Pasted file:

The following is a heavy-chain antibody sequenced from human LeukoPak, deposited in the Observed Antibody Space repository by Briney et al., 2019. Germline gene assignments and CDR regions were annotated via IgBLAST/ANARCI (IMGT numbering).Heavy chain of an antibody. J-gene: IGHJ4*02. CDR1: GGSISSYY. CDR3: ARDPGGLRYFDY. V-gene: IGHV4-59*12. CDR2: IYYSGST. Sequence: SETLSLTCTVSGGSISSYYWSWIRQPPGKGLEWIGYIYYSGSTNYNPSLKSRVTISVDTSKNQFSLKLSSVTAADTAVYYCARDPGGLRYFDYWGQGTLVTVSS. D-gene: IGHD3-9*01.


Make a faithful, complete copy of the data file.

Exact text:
The following is a heavy-chain antibody sequenced from human LeukoPak, deposited in the Observed Antibody Space repository by Briney et al., 2019. Germline gene assignments and CDR regions were annotated via IgBLAST/ANARCI (IMGT numbering).Heavy chain of an antibody. J-gene: IGHJ4*02. CDR1: GGSISSYY. CDR3: ARDPGGLRYFDY. V-gene: IGHV4-59*12. CDR2: IYYSGST. Sequence: SETLSLTCTVSGGSISSYYWSWIRQPPGKGLEWIGYIYYSGSTNYNPSLKSRVTISVDTSKNQFSLKLSSVTAADTAVYYCARDPGGLRYFDYWGQGTLVTVSS. D-gene: IGHD3-9*01.